|From:||"Charles W. Scouten, Ph.D." |
Several years ago, I was using a perfusion with sucrose (instead of
saline) first, as described by Brain Cragg, 1980, followed by standard
paraformaldehyde (cooked into formaldehyde, don't yell)/glutaraldehype
fixative. I had a bottle of Bakers paraformaldehyde of indeterminant,
but probably ancient, age. Everything worked. I ran out, and switched
to a new bottle of Fishers paraformaldehyde. Half the fixative ran
through, then the flow stopped. Why the change? I made the untrained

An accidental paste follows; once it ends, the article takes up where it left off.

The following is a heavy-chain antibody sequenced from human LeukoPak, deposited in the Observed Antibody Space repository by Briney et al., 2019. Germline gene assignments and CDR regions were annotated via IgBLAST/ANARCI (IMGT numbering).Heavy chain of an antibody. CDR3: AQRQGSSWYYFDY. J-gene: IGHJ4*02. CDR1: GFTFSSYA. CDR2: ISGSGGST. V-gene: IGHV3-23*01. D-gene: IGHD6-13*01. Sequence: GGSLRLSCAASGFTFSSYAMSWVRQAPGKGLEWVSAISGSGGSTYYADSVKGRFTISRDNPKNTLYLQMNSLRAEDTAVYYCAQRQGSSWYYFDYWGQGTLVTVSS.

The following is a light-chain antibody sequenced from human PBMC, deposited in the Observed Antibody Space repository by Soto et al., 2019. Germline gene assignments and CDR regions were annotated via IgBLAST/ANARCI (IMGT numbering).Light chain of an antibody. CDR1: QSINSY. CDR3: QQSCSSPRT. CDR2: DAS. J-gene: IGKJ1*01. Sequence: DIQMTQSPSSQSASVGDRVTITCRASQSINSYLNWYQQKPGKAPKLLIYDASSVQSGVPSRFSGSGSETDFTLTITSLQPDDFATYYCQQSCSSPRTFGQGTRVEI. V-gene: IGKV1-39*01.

amateurs guess that an impurity in the new paraformaldehyde was causing
the problem, that activated charcoal removed impurities, and ran the
fixative through activated charcoal after preparing it and just before
use. This let it all flow through, and got satisfactory results.
Question: What was going on? Did the charcoal remove impurities, or
only reduce the concentration? Does paraformaldehyde deteriorate with
age? Why did the flow stop?
I have a current need to know.
Charles W. Scouten, Ph.D.
5918 Evergreen Blvd.
St. Louis, MO 63134
Ph: 314 522 0300
FAX 314 522 0277
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